This here bringer of the pooper to the fun party

Don’t Even Get Me Started on Tornado Warnings

When I was a kid I was obsessed with making sure that all the lights in the house were turned off when they weren’t being used. I would follow my older brother and sister around the house turning off every light just as they turned them on, chastising them constantly, “Don’t you know what you’re doing?”

There were times when I had to make sure that the same light was off, six times in a span of ten minutes. I would think, maybe I made a mistake the last time I checked, maybe I didn’t turn it all the way off, maybe I need to go check again.

Actually, what I was really thinking was, my God, there is a limited amount of fossil fuel on the planet and my family is going to be personally responsible for depleting every ounce of it, and if I don’t go once more and check the light in the bathroom to make sure that, yes, the four previous times I checked I was right, it’s off, I’m going to be an accomplice, and we’re all going to die in the dark.

I suffered a similar obsession with making sure the water was turned off. My mother would force me to stay in my room when she was washing dishes, because if I was allowed anywhere near the kitchen, I’d turn the water off between each dish she washed.

It drove me crazy, sitting in my room hearing the gush of water escaping down the kitchen sink knowing that I was related to the person who was going to waste every drop of water in the world.

I don’t necessarily think I was a crazy kid, alone in my obsessive-compulsion. I think I can safely blame the public school system in Tennessee for every fear I had as a child, from having a barn animal land on me in a tornado to dying from just looking at poison ivy.

I seriously thought that not washing my hands was just about as dangerous as a Russian nuclear attack, and I figured that since I could really do something about the germs on my hands, the germs they warned us about in the film strip we saw every year, that I was really making a difference in the world. Gorbachev would know that I washed my hands all the time and would thus be reluctant to blow up my house.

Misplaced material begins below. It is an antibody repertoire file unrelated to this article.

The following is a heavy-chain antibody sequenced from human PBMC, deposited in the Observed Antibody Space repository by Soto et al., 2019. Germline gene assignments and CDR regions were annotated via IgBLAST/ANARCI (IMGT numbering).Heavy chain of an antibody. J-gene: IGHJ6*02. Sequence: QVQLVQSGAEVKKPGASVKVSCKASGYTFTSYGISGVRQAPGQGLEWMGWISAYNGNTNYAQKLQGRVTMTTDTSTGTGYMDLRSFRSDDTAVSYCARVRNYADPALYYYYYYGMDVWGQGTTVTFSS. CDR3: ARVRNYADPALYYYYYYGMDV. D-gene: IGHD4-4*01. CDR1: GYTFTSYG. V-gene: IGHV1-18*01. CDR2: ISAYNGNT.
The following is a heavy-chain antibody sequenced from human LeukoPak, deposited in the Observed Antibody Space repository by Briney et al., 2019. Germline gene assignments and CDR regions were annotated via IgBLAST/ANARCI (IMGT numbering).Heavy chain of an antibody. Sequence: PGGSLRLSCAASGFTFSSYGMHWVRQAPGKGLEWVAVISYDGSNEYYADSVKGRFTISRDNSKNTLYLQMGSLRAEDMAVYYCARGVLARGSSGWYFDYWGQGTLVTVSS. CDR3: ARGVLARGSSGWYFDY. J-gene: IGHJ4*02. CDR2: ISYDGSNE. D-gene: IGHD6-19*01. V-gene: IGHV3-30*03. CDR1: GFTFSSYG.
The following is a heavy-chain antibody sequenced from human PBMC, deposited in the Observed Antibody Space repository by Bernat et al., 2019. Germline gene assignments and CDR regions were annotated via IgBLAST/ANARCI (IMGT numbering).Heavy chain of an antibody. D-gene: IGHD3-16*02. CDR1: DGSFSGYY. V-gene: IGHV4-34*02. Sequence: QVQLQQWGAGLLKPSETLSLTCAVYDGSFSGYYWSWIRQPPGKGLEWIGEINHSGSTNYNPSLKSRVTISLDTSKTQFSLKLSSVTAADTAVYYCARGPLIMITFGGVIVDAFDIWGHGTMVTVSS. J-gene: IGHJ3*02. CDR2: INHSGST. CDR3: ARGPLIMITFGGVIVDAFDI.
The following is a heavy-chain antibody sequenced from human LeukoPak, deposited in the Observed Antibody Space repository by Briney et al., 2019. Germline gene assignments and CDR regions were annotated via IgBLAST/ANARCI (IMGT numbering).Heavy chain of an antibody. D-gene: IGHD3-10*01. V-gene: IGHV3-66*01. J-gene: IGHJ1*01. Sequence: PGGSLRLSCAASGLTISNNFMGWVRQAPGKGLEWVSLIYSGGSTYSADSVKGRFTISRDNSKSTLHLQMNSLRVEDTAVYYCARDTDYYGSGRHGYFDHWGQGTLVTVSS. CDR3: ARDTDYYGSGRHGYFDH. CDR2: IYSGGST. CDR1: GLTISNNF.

Dare I ask — and I may very well regret this — what were you obsessive-compulsive about as a kid?

  • My obsessive issue as a small child? I have been so afraid of death since the age of 3 that to this day I can’t sleep on my back. If I just happen to wake up with my arms on my chest, I have panic attacks.

  • There was a while, as a kid, when I was obsessed with having all of my stuffed animals in bed with me at night. I was very concerned about any of them feeling slighted if I chose to snuggle up to only some of them. So, I’d line the bed with stuffed creatures, trapped in a fairly immobile position so as to give them all room, and of course I’d wake up in the morning with them all having been kicked off the bed.

  • I had this thing where if I wanted to stop eating, I’d not let my teeth see any of the food I wanted to stop eating. I figured if my teeth saw the food, then I’d stay hungry. And if the teeth didn’t see any food, then I wouldn’t want to eat.

  • you knockers should read ‘an invisible sign of my own’. also, welcome back heather. what a way to make my week, finding dooce back in action.

  • R3

    When I was about 6 years old, I was absolutely obsessed with the idea that there was a volcano building under our house (in Newport News, VA). I was just sure that one night we would all be blown sky high in an eruption.

  • Gina

    To this day, I have to step off of stairs with my left foot. Every set of stairs I take on a regular basis, I know what foot to start with in order to finish with my left. On my car CD player, the volume has to be on an odd number. I don’t listen to even numbered songs on CD’s…if I really want to hear them, I reburn the CD and either leave the even tracks blank, or just switch the order around so I have 2 different copies. I also always put my left shoe on first.